At present, the most credible explanation for the rarity of SDHA-related tumors is the relatively low frequency of 5p15 loss, the chromosomal region containing the SDHA locus, compared with the 1p36 (SDHB) and 11q23 (SDHD) loci that often undergo losses in tumor tissues. This was observed in our large series of 202 paraganglioma and pheochromocytoma samples analyzed by BAC array CGH and was previously reported by other groups (2326). Interestingly, the rarity of SDHC-related tumors (27) may also be explained by the low frequency of LOH observed for the 1q21 chromosomal region containing SDHC locus.

This study adds SDHA to the list of genes coding for TCA cycle proteins involved in paraganglioma/pheochromocytoma tumorigenesis. SDHA mutations should be suspected in patients affected by paraganglioma or pheochromocytoma in the case of negative SDHA immunohistochemistry in the tumor tissue, when loss of SDH activity is found in tumor, despite negative SDHx genetic testing and/or when loss of 5p15 chromosome is found in tumor. Our study highlights the power of immunohistochemical and genomic techniques for the molecular characterization of paraganglioma/pheochromocytoma, approaches which can also provide valuable information for individually tailored genetic counseling.


Case report

A 32-year-old woman developed pregnancy-induced hypertension at 30 weeks of gestation. No signs or symptoms of hyperadrenergic state were present during pregnancy. A few days after childbirth, hyperadrenergic symptoms appeared (dizziness, tachycardia and sweating) with hypertension (170/110 mmHg). High concentrations of urinary normetanephrine (12.12 µmol/24 h, normal range 0.5–2.40), urinary norepinephrine (4 287 nmol/24 h, normal range 70–500) and chromogranin A (944 mg/L, normal value <86.5) were measured. Urinary metanephrine, dopamine and plasmatic vanilmandelic acid levels were normal (Supplementary Material, Table S1). Magnetic resonance imaging disclosed a left adrenal mass (58 mm) suggestive of a pheochromocytoma or paraganglioma—iso-signal in T1-weighted images, high signal in fat-saturated T2-weighted images enhanced after gadolinium injection—(Supplementary Material, Fig. S2A). Computed tomography scan revealed a hypervascularized tumor (data not shown). Whole body meta-iodobenzylguanidine scintigraphy showed a single intense uptake in the left adrenal area (Supplementary Material, Fig. S2B) without any other localization. Following left adrenalectomy by laparoscopy, histology diagnosed a 47 mm extra-adrenal paraganglioma (Supplementary Material, Fig. S2C). Immediately after surgery, blood pressure and urinary normetanephrine returned to normal. There was no history of paraganglioma/pheochromocytoma known in her family or any syndromic lesion suggesting neurofibromatosis type 1, multiple endocrine neoplasia type 2 or von Hippel–Lindau disease.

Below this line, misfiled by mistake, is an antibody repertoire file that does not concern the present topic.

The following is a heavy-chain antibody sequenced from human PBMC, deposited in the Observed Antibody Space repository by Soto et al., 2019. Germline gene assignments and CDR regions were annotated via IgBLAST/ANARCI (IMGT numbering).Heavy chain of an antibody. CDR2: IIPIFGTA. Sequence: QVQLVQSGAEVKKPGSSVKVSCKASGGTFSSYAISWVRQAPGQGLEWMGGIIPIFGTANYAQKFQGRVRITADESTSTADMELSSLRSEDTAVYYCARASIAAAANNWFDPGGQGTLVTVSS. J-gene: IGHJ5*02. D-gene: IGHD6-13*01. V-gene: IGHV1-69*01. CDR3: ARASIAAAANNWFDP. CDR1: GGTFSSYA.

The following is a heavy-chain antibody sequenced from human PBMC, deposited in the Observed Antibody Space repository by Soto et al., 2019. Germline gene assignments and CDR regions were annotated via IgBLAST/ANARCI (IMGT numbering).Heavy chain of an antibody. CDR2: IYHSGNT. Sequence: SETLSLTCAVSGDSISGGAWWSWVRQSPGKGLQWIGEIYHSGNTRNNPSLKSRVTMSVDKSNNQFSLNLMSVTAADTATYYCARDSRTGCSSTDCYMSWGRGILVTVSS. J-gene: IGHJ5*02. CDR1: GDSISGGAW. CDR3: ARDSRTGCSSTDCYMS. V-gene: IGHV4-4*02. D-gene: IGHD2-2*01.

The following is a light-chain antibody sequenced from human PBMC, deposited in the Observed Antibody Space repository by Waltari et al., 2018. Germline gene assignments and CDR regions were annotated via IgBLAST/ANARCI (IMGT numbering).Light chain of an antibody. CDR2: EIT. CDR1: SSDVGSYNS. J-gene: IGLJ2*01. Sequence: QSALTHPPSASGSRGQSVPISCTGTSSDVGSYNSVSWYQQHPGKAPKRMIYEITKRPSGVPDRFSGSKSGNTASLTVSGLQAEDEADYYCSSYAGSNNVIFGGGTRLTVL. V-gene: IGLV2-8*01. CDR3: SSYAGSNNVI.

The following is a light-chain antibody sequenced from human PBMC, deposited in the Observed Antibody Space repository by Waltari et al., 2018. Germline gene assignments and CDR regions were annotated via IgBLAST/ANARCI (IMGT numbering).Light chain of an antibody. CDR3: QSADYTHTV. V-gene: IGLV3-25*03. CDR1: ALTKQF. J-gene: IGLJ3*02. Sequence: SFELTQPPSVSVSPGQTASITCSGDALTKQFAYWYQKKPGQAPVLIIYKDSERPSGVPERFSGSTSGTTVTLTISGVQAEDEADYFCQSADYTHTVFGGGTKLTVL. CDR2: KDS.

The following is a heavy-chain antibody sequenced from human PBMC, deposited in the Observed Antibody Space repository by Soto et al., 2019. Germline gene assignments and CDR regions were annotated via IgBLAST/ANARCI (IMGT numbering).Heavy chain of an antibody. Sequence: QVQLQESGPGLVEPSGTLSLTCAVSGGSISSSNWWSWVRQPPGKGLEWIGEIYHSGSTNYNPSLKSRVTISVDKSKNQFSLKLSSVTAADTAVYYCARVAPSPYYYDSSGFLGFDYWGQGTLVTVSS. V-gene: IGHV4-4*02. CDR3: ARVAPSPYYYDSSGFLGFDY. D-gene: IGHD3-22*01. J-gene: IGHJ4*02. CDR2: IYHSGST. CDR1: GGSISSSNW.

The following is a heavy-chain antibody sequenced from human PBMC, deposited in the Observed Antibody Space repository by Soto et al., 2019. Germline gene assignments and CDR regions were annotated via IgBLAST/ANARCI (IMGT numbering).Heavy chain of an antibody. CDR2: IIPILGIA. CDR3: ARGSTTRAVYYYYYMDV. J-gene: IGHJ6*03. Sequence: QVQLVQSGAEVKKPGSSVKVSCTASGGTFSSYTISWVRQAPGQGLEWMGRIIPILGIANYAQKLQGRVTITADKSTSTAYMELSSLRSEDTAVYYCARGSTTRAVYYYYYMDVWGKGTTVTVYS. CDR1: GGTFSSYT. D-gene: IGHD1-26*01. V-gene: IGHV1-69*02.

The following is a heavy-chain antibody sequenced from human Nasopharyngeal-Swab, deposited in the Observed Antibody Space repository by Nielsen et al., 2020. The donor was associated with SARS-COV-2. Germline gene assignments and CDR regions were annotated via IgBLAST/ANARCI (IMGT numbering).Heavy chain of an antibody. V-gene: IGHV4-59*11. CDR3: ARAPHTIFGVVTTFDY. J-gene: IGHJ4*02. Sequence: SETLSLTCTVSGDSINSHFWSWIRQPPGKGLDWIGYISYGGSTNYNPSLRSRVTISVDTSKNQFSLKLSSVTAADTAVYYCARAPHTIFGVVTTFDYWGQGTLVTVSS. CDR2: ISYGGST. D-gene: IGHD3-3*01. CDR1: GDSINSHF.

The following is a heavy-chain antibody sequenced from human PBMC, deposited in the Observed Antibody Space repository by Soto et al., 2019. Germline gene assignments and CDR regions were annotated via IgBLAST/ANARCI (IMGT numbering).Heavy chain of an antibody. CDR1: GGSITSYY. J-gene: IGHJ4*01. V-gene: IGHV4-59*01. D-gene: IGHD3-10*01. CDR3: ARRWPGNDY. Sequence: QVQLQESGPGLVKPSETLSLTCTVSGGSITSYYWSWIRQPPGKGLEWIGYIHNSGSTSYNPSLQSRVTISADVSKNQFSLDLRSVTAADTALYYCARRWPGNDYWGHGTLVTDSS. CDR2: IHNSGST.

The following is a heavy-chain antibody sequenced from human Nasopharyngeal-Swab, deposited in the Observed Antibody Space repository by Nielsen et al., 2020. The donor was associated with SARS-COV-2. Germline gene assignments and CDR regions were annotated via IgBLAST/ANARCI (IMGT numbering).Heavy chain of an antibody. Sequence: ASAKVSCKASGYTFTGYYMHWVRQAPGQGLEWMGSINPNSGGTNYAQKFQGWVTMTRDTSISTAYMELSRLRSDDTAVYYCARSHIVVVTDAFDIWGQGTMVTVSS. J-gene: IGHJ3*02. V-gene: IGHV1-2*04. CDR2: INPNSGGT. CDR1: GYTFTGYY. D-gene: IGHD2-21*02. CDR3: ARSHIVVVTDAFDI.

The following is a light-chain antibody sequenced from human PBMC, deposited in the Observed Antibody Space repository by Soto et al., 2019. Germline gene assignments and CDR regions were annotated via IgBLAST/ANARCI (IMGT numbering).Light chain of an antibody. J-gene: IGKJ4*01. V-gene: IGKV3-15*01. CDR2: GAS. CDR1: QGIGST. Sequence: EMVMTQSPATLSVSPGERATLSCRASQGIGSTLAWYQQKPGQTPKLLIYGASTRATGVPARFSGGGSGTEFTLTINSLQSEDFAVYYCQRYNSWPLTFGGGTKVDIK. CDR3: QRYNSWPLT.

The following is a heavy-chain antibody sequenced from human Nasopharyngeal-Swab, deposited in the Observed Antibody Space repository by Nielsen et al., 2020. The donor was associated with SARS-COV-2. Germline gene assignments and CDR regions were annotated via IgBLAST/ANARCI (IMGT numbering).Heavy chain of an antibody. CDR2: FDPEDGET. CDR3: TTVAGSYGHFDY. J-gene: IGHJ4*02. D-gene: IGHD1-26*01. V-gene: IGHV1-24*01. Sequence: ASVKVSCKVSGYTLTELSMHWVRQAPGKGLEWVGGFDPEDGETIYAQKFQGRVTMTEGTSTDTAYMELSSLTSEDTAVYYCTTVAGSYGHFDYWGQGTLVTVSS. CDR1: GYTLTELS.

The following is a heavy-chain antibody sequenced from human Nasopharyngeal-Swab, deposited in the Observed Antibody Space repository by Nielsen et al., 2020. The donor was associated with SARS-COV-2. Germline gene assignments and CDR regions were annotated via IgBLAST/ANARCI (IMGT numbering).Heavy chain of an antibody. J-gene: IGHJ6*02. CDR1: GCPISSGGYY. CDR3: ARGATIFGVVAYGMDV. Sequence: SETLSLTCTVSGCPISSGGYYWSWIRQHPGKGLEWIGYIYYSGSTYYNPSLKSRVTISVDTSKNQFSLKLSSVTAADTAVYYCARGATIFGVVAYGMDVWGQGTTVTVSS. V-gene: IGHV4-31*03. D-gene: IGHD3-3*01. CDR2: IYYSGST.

Biological material

Patients signed a written informed consent for germline and somatic DNA analyses. Fresh tumor samples were collected during surgery and immediately frozen in liquid nitrogen. Germline DNAs were extracted from leukocytes according to standard protocols. Tumor DNAs and RNAs were extracted using AllPrep DNA/RNA Mini Kit (Qiagen). Total RNA was submitted to a DNAse I RNAse-free treatment (Roche) and retrotranscribed using M-MLV Reverse Transcriptase (Invitrogen) and random hexamers.